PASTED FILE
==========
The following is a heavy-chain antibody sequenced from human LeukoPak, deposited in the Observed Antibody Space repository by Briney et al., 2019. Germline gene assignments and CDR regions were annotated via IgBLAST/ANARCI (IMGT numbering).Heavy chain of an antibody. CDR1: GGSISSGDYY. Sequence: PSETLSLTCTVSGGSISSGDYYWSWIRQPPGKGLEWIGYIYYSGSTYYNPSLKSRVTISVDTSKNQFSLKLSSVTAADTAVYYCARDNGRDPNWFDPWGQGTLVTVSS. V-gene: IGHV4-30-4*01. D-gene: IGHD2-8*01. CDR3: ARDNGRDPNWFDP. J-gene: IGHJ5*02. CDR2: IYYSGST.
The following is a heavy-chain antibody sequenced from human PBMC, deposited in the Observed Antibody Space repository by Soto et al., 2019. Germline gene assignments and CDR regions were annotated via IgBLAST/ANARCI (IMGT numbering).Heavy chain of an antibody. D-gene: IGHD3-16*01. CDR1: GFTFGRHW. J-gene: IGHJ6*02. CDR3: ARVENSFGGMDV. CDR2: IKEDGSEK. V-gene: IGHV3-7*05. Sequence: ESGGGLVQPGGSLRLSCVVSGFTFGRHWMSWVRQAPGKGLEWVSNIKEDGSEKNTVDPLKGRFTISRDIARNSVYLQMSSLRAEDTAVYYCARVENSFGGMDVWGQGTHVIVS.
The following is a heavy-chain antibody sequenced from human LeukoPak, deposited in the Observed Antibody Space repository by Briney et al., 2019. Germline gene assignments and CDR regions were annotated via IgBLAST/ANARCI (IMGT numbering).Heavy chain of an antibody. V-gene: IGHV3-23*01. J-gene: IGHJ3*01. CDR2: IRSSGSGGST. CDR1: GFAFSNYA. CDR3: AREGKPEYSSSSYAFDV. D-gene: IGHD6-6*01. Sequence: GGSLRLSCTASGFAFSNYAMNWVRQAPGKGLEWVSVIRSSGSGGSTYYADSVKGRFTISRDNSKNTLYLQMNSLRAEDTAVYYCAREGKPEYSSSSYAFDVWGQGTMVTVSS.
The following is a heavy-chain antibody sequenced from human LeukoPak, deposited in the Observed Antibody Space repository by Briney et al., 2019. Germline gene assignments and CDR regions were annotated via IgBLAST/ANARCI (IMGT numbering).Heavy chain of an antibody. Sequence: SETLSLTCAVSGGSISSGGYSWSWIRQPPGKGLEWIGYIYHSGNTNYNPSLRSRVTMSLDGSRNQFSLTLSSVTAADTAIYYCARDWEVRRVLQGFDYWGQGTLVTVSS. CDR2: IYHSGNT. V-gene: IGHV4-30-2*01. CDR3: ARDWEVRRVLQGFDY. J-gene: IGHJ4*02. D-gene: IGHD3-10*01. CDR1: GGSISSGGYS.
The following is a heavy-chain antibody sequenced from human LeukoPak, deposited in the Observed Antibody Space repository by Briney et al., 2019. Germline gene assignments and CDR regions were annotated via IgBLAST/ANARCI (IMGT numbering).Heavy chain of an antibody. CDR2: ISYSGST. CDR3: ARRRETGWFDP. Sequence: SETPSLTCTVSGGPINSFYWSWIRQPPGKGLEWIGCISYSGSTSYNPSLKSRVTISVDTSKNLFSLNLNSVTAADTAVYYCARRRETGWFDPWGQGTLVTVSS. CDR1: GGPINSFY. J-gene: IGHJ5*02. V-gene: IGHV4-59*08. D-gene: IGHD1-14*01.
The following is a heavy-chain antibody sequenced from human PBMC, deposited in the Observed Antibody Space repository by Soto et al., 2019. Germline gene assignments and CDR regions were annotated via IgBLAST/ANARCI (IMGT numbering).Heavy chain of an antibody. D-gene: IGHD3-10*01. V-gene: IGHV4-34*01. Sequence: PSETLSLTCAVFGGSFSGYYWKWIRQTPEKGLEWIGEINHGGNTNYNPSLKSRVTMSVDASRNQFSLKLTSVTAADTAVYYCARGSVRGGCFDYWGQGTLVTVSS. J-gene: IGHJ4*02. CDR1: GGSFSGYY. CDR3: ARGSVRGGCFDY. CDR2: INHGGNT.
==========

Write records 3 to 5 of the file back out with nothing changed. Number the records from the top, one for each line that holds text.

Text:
The following is a heavy-chain antibody sequenced from human LeukoPak, deposited in the Observed Antibody Space repository by Briney et al., 2019. Germline gene assignments and CDR regions were annotated via IgBLAST/ANARCI (IMGT numbering).Heavy chain of an antibody. V-gene: IGHV3-23*01. J-gene: IGHJ3*01. CDR2: IRSSGSGGST. CDR1: GFAFSNYA. CDR3: AREGKPEYSSSSYAFDV. D-gene: IGHD6-6*01. Sequence: GGSLRLSCTASGFAFSNYAMNWVRQAPGKGLEWVSVIRSSGSGGSTYYADSVKGRFTISRDNSKNTLYLQMNSLRAEDTAVYYCAREGKPEYSSSSYAFDVWGQGTMVTVSS.
The following is a heavy-chain antibody sequenced from human LeukoPak, deposited in the Observed Antibody Space repository by Briney et al., 2019. Germline gene assignments and CDR regions were annotated via IgBLAST/ANARCI (IMGT numbering).Heavy chain of an antibody. Sequence: SETLSLTCAVSGGSISSGGYSWSWIRQPPGKGLEWIGYIYHSGNTNYNPSLRSRVTMSLDGSRNQFSLTLSSVTAADTAIYYCARDWEVRRVLQGFDYWGQGTLVTVSS. CDR2: IYHSGNT. V-gene: IGHV4-30-2*01. CDR3: ARDWEVRRVLQGFDY. J-gene: IGHJ4*02. D-gene: IGHD3-10*01. CDR1: GGSISSGGYS.
The following is a heavy-chain antibody sequenced from human LeukoPak, deposited in the Observed Antibody Space repository by Briney et al., 2019. Germline gene assignments and CDR regions were annotated via IgBLAST/ANARCI (IMGT numbering).Heavy chain of an antibody. CDR2: ISYSGST. CDR3: ARRRETGWFDP. Sequence: SETPSLTCTVSGGPINSFYWSWIRQPPGKGLEWIGCISYSGSTSYNPSLKSRVTISVDTSKNLFSLNLNSVTAADTAVYYCARRRETGWFDPWGQGTLVTVSS. CDR1: GGPINSFY. J-gene: IGHJ5*02. V-gene: IGHV4-59*08. D-gene: IGHD1-14*01.